[Editor Comments]

[Pescatore] Good to see the major browser providers (Google and Firefox) getting behind CCPA. Facebook acts as a "browser" to the walled garden that is Facebook - it doesn't look like they are taking a proactive stance. As part of providing information/recommendations around what CCPA will mean to your company, it is worth mentioning that a special look should be given to any corporate Facebook presence or advertising efforts.

Read more in:

Mozilla: Bringing California's privacy law to all Firefox users in 2020

CNET: Firefox will let users delete collected data thanks to California's new privacy law



PiHole Dashboard

Corrupt Office Documents

Enumerating Office 365 Users  

Ransomware written in JavaScript using Node.js

Breaking 2FA Soft Tokens                                                                                                                                                                                                            ISC API Update

CCC Conference

Landry Restaurant PoS Breach

NetScaler Vulnerability Special Webcast Recording


The Editorial Board of SANS NewsBites


John Pescatore was Vice President at Gartner Inc. for fourteen years. He became a director of the SANS Institute in 2013. He has worked in computer and network security since 1978 including time at the NSA and the U.S. Secret Service.

Shawn Henry is president of CrowdStrike Services. He retired as FBI Executive Assistant Director responsible for all criminal and cyber programs and investigations worldwide, as well as international operations and the FBI's critical incident response.

Suzanne Vautrinot was Commander of the 24th Air Force (AF Cyber) and now sits on the board of directors of Wells Fargo and several other major organizations.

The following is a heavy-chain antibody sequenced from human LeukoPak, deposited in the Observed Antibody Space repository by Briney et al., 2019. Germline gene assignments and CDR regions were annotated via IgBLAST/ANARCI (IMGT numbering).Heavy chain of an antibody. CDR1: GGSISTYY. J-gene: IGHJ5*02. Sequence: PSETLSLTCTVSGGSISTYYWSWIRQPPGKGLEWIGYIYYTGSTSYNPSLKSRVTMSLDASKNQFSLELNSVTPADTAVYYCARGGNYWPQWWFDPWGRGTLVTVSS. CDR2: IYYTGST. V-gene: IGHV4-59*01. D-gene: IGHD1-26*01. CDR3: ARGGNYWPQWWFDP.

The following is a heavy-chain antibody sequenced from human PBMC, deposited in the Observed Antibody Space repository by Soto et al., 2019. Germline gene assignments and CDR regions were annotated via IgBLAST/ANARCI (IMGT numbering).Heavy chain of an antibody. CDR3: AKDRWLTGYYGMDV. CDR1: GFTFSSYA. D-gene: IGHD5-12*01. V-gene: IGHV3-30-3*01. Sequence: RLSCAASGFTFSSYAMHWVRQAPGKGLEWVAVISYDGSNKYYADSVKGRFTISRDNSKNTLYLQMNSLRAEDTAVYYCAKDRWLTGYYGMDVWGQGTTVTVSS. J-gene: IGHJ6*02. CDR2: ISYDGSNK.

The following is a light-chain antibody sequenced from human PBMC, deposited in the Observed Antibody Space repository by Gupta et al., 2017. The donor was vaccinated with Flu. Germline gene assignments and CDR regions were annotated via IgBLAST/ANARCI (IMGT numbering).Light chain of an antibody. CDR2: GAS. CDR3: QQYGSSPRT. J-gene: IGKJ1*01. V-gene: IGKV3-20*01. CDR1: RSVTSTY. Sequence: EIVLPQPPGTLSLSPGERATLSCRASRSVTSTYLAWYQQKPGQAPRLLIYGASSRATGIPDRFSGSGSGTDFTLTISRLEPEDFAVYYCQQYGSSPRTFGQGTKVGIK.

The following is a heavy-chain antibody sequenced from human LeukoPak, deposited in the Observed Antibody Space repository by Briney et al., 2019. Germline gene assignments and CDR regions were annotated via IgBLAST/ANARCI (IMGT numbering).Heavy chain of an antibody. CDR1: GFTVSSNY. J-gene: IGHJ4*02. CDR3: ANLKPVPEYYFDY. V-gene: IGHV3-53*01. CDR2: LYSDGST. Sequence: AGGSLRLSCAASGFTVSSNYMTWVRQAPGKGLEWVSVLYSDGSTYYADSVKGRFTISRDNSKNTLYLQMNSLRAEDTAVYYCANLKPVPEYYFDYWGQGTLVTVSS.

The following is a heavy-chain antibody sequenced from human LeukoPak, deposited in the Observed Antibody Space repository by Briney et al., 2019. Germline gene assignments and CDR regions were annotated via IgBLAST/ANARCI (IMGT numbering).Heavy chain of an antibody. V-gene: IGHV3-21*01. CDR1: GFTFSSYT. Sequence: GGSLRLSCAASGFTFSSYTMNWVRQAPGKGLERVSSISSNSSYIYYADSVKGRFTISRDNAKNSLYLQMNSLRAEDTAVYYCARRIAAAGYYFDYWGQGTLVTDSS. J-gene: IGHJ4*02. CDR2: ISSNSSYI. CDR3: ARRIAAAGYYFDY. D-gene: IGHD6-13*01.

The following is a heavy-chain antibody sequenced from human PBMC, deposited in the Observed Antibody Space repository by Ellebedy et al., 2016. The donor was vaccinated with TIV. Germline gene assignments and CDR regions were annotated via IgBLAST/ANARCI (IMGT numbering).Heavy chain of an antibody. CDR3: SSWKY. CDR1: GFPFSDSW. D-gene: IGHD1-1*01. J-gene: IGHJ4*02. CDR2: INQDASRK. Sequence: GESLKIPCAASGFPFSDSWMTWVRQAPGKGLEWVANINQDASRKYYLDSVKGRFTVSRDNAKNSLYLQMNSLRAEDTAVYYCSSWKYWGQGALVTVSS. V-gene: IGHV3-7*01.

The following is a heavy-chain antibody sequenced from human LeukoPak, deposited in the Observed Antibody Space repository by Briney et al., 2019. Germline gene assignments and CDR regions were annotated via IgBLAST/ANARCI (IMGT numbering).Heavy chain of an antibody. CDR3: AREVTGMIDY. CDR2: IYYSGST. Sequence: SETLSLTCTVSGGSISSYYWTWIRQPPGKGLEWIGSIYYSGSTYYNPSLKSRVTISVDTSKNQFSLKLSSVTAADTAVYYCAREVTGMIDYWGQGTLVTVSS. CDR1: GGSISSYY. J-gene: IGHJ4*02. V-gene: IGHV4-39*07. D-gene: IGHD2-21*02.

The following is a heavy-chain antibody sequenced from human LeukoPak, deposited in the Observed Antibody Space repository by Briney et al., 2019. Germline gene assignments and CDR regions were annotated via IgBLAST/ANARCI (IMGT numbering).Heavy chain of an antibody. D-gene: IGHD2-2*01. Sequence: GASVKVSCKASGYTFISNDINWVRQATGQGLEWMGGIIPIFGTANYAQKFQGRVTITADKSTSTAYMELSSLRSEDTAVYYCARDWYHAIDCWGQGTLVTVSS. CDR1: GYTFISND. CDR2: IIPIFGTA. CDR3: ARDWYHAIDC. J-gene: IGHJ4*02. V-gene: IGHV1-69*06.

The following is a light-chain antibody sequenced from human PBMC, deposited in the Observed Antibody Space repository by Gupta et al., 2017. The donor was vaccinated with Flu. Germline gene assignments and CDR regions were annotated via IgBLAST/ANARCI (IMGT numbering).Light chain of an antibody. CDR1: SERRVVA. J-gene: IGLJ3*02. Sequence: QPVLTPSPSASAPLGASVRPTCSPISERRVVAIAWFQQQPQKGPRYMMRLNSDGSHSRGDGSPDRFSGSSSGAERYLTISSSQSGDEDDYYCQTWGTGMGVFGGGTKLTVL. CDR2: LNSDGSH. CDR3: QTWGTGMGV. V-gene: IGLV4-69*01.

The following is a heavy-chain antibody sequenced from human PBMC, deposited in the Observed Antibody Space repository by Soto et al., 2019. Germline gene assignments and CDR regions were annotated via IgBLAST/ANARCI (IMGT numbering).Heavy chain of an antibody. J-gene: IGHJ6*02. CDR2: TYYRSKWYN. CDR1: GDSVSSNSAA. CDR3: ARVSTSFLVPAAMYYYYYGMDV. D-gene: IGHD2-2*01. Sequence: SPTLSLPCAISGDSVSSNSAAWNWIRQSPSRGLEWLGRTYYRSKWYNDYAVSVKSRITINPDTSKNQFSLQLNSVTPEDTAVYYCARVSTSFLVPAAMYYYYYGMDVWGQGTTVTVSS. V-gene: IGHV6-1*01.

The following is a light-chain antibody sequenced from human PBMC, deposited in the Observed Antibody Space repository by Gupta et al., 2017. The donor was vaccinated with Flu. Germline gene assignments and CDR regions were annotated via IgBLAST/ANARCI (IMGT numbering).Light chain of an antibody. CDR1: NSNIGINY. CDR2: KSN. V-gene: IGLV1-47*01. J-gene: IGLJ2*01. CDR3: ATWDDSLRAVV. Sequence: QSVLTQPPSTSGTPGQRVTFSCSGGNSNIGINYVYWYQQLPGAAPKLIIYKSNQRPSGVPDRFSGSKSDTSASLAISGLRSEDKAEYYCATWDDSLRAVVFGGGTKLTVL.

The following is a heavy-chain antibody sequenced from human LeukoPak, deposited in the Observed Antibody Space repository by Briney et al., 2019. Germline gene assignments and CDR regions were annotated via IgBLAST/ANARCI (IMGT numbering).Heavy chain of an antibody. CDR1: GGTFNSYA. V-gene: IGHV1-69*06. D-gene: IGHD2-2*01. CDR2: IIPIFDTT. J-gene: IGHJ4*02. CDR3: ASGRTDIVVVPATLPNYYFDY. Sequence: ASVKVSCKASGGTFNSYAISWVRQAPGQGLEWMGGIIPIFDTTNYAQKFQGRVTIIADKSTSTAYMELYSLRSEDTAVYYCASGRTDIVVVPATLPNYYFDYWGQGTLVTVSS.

Ed Skoudis is co-founder of CounterHack, the nation's top producer of cyber ranges, simulations, and competitive challenges, now used from high schools to the Air Force. He is also author and lead instructor of the SANS Hacker Exploits and Incident Handling course, and Penetration Testing course.

Mark Weatherford is Global Information Security Strategist for Booking Holdings and the former Deputy Under Secretary of Cybersecurity at the US Department of Homeland Security.

Stephen Northcutt teaches advanced courses in cyber security management; he founded the GIAC certification and was the founding President of STI, the premier skills-based cyber security graduate school,

Dr. Johannes Ullrich is Chief Technology Officer of the Internet Storm Center and Dean of the Faculty of the graduate school at the SANS Technology Institute.

William Hugh Murray is an executive consultant and trainer in Information Assurance and Associate Professor at the Naval Postgraduate School.

Lee Neely is a Senior Cyber Analyst at Lawrence Livermore National Laboratory, SANS Analyst and Mentor. He has worked in computer security since 1989.

Rob Lee is the SANS Institute's top forensics instructor and director of the digital forensics and incident response research and education program at SANS (

Tom Liston is member of the Cyber Network Defense team at UAE-based Dark Matter. He is a Handler for the SANS Institute's Internet Storm Center and co-author of the book Counter Hack Reloaded.

Jake Williams is a SANS course author and the founder of Rendition Infosec, with experience securing DoD, healthcare, and ICS environments.

Dr. Eric Cole is an instructor, author and fellow with The SANS Institute. He has written five books, including Insider Threat and he is a founder with Secure Anchor Consulting.

Mason Brown is one of a very small number of people in the information security field who have held a top management position in a Fortune 50 company (Alcoa). He leads SANS' efforts to raise the bar in cybersecurity education around the world.

David Hoelzer is the director of research & principal examiner for Enclave Forensics and a senior fellow with the SANS Technology Institute.

Gal Shpantzer is a trusted advisor to CSOs of large corporations, technology startups, Ivy League universities and non-profits specializing in critical infrastructure protection. Gal created the Security Outliers project in 2009, focusing on the role of culture in risk management outcomes and contributes to the Infosec Burnout project.

Alan Paller is director of research at the SANS Institute.

Brian Honan is an independent security consultant based in Dublin, Ireland.